Experimental evidence for frequency dependent self-fertilization in the gynodioecious plant, Silene Vulgaris

Keiko Miyake, Matthew S. Olson

Research output: Contribution to journalArticle

14 Scopus citations


After over a half century of empirical and theoretical research regarding the evolution and maintenance of gynodioecy in plants, unexplored factors influencing the relative fitnesses of females and hermaphrodites remain. Theoretical studies suggest that hermaphrodite self-fertilization (selfing) rate influences the maintenance of gynodioecy and we hypothesized that population sex ratio may influence hermaphrodite selfing rate. An experimental test for frequency-dependent self-fertilization was conducted using replicated populations constructed with different sex ratios of the gynodioecious plant Silene vulgaris. We found that hermaphrodite selfing increased with decreased hermaphrodite frequency, whereas evidence for increased inbreeding depression was equivocal. We argue that incorporation of context dependent inbreeding into future models of the evolution of gynodioecy is likely to yield novel insights into sex ratio evolution.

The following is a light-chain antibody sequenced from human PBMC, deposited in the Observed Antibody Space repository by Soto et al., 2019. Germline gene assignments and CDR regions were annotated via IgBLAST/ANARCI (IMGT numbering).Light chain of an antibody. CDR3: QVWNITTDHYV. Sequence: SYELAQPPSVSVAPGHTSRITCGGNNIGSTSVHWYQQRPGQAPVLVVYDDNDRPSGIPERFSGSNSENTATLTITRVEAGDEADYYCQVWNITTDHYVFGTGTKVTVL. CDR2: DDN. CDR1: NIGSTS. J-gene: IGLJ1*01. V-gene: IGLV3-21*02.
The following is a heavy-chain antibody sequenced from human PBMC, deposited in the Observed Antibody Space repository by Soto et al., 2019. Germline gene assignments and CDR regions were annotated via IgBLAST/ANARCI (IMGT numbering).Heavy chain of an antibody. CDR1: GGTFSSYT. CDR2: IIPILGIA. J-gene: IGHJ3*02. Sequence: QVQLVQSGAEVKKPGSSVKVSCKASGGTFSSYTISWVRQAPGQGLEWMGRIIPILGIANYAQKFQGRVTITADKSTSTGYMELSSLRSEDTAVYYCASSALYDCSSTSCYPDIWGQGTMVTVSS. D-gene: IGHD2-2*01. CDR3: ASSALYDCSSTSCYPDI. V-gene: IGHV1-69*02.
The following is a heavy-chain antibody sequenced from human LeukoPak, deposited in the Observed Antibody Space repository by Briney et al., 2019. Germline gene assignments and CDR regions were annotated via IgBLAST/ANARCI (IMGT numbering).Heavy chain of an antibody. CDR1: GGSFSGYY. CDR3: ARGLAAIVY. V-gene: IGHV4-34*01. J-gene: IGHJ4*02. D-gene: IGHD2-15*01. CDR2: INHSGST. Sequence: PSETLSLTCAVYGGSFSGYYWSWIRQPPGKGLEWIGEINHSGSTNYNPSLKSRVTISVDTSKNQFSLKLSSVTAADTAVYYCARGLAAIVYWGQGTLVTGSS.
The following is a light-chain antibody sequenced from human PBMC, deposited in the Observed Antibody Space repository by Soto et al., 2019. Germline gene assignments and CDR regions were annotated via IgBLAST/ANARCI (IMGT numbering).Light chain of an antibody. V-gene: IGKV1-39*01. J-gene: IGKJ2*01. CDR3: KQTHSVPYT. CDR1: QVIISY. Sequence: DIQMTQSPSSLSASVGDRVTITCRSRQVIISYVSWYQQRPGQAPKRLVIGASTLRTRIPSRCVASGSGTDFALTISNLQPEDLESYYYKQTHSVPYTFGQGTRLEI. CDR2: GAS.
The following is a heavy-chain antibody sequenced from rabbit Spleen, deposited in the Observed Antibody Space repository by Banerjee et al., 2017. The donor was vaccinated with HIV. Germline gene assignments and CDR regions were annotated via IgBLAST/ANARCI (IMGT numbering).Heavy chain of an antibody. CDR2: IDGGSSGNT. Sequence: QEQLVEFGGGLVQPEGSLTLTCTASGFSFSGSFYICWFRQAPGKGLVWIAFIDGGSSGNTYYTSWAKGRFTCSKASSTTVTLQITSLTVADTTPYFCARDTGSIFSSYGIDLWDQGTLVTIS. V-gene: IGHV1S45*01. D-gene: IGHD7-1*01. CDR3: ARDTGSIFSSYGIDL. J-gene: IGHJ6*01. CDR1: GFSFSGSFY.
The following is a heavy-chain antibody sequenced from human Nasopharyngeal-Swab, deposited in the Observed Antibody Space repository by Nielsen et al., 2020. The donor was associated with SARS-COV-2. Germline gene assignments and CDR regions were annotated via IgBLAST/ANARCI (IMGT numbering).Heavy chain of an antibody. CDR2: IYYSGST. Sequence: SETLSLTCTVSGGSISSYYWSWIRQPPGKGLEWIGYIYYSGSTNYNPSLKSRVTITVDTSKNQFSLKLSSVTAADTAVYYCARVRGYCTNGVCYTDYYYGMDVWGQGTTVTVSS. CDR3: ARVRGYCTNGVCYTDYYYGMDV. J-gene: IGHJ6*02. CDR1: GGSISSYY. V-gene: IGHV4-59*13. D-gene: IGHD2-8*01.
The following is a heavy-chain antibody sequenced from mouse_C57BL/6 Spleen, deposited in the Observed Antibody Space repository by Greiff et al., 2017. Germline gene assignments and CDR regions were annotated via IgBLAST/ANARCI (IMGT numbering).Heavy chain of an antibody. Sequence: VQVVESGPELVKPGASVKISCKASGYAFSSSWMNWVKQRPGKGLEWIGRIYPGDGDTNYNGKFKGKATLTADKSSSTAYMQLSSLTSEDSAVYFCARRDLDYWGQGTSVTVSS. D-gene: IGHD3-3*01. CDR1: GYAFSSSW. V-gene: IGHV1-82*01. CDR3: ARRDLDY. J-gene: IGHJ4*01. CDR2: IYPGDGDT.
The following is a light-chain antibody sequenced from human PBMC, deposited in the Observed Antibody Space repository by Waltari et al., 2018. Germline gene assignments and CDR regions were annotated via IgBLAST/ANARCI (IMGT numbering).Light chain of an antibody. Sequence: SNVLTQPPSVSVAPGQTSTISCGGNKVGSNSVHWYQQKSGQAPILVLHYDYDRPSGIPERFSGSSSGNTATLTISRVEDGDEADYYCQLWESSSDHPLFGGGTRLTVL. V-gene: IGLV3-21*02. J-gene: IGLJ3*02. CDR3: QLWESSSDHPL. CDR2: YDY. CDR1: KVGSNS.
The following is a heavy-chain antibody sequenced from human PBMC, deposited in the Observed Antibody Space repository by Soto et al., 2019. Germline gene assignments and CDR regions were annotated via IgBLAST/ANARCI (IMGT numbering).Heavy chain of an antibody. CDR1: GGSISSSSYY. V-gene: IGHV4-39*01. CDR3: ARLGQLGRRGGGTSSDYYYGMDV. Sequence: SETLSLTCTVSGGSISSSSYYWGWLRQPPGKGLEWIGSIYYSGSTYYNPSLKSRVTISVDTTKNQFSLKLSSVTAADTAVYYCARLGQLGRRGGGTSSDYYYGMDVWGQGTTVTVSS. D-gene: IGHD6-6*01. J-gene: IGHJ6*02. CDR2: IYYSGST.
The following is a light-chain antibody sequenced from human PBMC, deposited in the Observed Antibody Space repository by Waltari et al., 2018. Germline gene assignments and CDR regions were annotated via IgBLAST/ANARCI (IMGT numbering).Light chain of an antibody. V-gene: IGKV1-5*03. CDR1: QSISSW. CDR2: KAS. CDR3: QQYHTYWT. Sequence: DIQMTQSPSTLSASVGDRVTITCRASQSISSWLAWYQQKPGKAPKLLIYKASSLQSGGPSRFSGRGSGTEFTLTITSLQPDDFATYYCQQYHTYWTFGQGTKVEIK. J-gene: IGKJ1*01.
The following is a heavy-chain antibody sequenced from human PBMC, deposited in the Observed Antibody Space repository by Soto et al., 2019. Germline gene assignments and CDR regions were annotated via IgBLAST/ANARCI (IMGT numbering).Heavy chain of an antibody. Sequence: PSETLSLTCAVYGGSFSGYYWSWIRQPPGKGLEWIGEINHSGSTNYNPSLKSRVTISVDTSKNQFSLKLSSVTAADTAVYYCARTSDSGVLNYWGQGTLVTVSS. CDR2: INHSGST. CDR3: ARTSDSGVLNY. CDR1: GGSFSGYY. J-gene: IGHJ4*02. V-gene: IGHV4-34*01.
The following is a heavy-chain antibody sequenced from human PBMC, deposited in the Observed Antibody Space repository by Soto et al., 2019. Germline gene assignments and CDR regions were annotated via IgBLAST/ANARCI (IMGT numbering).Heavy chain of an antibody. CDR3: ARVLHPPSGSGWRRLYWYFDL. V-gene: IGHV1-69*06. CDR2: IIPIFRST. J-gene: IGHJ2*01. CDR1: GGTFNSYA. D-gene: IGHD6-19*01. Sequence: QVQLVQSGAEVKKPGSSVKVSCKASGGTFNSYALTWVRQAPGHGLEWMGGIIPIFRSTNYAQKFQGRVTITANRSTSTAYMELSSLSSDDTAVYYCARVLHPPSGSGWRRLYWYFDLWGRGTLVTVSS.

Original languageEnglish
Pages (from-to)1644-1652
Number of pages9
Issue number6
StatePublished - Jun 1 2009



  • Cytoplasmic male sterility
  • Inbreeding depression
  • Plant mating system
  • Population sex ratio
  • Population structure

Cite this